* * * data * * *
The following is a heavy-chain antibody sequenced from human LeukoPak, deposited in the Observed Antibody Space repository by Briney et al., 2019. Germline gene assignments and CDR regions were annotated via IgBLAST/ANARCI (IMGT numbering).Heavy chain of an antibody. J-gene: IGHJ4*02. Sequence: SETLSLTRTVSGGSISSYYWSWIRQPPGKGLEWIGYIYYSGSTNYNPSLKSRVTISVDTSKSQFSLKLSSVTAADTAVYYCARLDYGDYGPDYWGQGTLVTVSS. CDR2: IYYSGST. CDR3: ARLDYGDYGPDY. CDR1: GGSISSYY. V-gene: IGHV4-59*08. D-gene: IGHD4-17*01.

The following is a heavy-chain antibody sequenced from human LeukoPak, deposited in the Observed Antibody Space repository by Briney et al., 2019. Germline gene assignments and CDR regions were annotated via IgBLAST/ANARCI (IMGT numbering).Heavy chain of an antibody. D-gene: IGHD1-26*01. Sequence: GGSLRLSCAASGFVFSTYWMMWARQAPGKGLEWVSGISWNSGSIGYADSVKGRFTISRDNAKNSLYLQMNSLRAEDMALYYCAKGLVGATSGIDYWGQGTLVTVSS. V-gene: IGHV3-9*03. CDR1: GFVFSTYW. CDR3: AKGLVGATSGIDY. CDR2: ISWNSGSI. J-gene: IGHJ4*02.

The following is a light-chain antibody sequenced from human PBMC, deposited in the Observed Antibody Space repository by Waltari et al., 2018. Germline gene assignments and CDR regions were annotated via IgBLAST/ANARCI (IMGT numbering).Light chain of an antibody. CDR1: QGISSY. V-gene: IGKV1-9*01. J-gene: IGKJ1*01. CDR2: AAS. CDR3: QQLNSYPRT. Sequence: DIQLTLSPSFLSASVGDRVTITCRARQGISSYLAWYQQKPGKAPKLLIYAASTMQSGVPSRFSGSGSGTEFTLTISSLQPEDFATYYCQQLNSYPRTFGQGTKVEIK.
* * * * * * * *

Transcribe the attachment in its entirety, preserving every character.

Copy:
The following is a heavy-chain antibody sequenced from human LeukoPak, deposited in the Observed Antibody Space repository by Briney et al., 2019. Germline gene assignments and CDR regions were annotated via IgBLAST/ANARCI (IMGT numbering).Heavy chain of an antibody. J-gene: IGHJ4*02. Sequence: SETLSLTRTVSGGSISSYYWSWIRQPPGKGLEWIGYIYYSGSTNYNPSLKSRVTISVDTSKSQFSLKLSSVTAADTAVYYCARLDYGDYGPDYWGQGTLVTVSS. CDR2: IYYSGST. CDR3: ARLDYGDYGPDY. CDR1: GGSISSYY. V-gene: IGHV4-59*08. D-gene: IGHD4-17*01.

The following is a heavy-chain antibody sequenced from human LeukoPak, deposited in the Observed Antibody Space repository by Briney et al., 2019. Germline gene assignments and CDR regions were annotated via IgBLAST/ANARCI (IMGT numbering).Heavy chain of an antibody. D-gene: IGHD1-26*01. Sequence: GGSLRLSCAASGFVFSTYWMMWARQAPGKGLEWVSGISWNSGSIGYADSVKGRFTISRDNAKNSLYLQMNSLRAEDMALYYCAKGLVGATSGIDYWGQGTLVTVSS. V-gene: IGHV3-9*03. CDR1: GFVFSTYW. CDR3: AKGLVGATSGIDY. CDR2: ISWNSGSI. J-gene: IGHJ4*02.

The following is a light-chain antibody sequenced from human PBMC, deposited in the Observed Antibody Space repository by Waltari et al., 2018. Germline gene assignments and CDR regions were annotated via IgBLAST/ANARCI (IMGT numbering).Light chain of an antibody. CDR1: QGISSY. V-gene: IGKV1-9*01. J-gene: IGKJ1*01. CDR2: AAS. CDR3: QQLNSYPRT. Sequence: DIQLTLSPSFLSASVGDRVTITCRARQGISSYLAWYQQKPGKAPKLLIYAASTMQSGVPSRFSGSGSGTEFTLTISSLQPEDFATYYCQQLNSYPRTFGQGTKVEIK.